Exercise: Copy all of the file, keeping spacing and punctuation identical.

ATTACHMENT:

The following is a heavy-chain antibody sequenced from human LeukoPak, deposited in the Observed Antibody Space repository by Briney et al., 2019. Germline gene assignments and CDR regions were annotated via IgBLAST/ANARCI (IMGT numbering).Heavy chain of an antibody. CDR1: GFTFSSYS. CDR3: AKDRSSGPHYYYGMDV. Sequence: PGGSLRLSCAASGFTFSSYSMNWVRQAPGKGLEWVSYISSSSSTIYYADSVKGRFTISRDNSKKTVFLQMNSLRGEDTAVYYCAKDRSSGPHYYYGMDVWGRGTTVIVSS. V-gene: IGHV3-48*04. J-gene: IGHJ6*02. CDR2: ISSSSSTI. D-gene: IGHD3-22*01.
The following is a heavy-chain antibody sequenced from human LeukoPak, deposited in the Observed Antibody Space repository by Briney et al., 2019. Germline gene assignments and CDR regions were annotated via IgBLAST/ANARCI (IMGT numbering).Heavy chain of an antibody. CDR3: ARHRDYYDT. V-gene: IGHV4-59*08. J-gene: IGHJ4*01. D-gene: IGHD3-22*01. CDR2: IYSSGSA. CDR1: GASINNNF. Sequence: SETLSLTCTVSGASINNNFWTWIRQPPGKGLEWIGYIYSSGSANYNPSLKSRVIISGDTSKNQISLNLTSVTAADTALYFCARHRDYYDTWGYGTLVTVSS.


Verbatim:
The following is a heavy-chain antibody sequenced from human LeukoPak, deposited in the Observed Antibody Space repository by Briney et al., 2019. Germline gene assignments and CDR regions were annotated via IgBLAST/ANARCI (IMGT numbering).Heavy chain of an antibody. CDR1: GFTFSSYS. CDR3: AKDRSSGPHYYYGMDV. Sequence: PGGSLRLSCAASGFTFSSYSMNWVRQAPGKGLEWVSYISSSSSTIYYADSVKGRFTISRDNSKKTVFLQMNSLRGEDTAVYYCAKDRSSGPHYYYGMDVWGRGTTVIVSS. V-gene: IGHV3-48*04. J-gene: IGHJ6*02. CDR2: ISSSSSTI. D-gene: IGHD3-22*01.
The following is a heavy-chain antibody sequenced from human LeukoPak, deposited in the Observed Antibody Space repository by Briney et al., 2019. Germline gene assignments and CDR regions were annotated via IgBLAST/ANARCI (IMGT numbering).Heavy chain of an antibody. CDR3: ARHRDYYDT. V-gene: IGHV4-59*08. J-gene: IGHJ4*01. D-gene: IGHD3-22*01. CDR2: IYSSGSA. CDR1: GASINNNF. Sequence: SETLSLTCTVSGASINNNFWTWIRQPPGKGLEWIGYIYSSGSANYNPSLKSRVIISGDTSKNQISLNLTSVTAADTALYFCARHRDYYDTWGYGTLVTVSS.